In the mid eighties, my parents moved to a little Welsh village called Coelbren in Powys, South Wales and took my brother and I with them. We all moved into a little early twentieth century miners cottage. The area at the time relied on coal mining for jobs and this was when Margaret Thatcher’s government was closing mines and there were strikes throughout the country.
I can’t say I enjoyed my time there. The locals were unsure of the new English visitors, I was a young teenager with nothing to do and the local school about 5 miles away left a lot to be desired. After a couple of years there, realising there were no job prospects for my dad or myself, we moved back to Ascot in England.
I have some lasting memories of our short time there. The sheep that roamed the local hillsides used to roll over the cattle grid as a way to get across them, much to the amusement of my dog who wanted to chase and eat them. Smart sheep!
Each day in school playground, the teachers used to let the schoolchildren rush towards the double decker buses as they came into the school playground to pick up them up. There wasn’t much control and one day I watched on young boy do this and he slipped and the bus ran over him. Everyone shouted at the driver to stop and he did. He then became confused at what he had done and reversed, over the young lad again. It took several months for him to recover the use of his legs which were both crushed.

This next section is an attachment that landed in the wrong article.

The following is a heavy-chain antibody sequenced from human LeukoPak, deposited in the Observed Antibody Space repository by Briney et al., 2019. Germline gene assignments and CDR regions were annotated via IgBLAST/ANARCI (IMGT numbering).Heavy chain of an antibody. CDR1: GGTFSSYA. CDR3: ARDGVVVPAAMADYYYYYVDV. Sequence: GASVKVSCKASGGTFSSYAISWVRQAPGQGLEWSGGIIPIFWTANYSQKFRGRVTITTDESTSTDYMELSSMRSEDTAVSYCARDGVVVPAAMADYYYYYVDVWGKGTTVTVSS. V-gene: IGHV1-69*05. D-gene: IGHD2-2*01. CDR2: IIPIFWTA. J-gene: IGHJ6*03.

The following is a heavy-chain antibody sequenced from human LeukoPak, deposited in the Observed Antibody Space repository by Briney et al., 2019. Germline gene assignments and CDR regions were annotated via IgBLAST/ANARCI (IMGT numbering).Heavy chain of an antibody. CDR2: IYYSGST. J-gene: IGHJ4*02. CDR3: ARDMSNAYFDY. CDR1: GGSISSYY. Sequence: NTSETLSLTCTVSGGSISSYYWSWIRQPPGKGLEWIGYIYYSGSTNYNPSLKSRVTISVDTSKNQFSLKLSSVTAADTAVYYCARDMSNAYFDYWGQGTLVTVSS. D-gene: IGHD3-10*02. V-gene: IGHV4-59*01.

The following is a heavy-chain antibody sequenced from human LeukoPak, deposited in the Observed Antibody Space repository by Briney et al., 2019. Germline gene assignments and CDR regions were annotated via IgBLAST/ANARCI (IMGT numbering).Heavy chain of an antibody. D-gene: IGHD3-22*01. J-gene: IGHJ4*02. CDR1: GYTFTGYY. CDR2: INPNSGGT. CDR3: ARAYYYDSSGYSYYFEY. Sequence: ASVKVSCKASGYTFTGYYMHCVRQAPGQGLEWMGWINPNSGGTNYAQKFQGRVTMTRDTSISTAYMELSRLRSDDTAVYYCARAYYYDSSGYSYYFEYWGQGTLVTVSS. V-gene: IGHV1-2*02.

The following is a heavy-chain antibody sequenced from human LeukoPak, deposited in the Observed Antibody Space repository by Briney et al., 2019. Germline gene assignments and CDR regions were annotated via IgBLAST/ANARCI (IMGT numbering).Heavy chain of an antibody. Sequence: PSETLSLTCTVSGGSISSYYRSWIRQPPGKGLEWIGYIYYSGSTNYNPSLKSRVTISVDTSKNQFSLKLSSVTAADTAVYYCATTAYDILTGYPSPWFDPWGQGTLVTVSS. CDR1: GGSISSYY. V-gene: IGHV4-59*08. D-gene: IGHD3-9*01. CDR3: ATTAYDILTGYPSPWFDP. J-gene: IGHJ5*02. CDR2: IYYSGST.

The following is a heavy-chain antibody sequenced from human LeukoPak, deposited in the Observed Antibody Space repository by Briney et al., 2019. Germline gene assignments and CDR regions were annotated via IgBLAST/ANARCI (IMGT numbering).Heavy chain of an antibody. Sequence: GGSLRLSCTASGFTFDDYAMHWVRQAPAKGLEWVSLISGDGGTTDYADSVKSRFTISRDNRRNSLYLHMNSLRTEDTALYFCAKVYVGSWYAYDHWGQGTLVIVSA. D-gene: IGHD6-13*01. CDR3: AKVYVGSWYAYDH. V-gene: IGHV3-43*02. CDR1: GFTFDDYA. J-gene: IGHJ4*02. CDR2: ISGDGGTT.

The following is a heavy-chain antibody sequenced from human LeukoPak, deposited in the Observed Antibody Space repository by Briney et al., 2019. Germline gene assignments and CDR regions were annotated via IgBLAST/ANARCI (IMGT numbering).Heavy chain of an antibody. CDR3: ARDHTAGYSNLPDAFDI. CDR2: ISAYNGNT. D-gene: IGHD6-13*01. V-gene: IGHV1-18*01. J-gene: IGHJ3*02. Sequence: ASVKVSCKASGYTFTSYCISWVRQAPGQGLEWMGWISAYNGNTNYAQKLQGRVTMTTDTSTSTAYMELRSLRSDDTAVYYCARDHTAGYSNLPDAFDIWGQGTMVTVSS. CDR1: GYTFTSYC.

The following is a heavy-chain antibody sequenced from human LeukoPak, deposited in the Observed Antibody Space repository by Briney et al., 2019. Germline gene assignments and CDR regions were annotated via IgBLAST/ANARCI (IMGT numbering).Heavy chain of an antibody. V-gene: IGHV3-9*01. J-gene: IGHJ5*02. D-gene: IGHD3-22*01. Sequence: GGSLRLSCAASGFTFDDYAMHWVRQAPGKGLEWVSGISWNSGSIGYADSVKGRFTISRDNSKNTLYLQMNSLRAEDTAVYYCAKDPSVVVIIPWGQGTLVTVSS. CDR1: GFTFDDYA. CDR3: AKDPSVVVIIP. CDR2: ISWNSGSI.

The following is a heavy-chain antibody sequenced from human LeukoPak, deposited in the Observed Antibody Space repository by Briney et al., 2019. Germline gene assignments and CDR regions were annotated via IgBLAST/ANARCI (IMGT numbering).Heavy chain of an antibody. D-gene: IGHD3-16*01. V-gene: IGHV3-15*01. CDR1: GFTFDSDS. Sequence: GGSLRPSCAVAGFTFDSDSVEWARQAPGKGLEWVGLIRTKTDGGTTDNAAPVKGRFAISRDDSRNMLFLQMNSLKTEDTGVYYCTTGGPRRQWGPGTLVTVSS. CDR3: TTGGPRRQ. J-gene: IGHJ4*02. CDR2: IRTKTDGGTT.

What I remembered most was the local scenery which was fantastic. The weather was typical Welsh (rains all the time and winters could be harsh) but the local Brecon Beacons, caves and Henrhyd Waterfalls are stunning and we still enjoy going to them today.
At the far end of the village is the Henrhyd Waterfalls. You can park a car in the small car park at the top of the falls and walk down a narrow path to the bottom where you can view the waterfalls and even walk underneath them in a cave that has been carved out behind the waterfalls. On a hot summer day this is a great way to cool down as the mist from the falls keeps you cool. The path can be slippery so watch out when you walk along the footpath. The rocks also tend to be quite slippery but it’s well worth the effort.
A few miles down the road are the Dan-yr-Ogof National Showcaves. These are spectacular at any time of the year. There is also a campsite there so we often camp there for a couple of days whilst sightseeing the local area.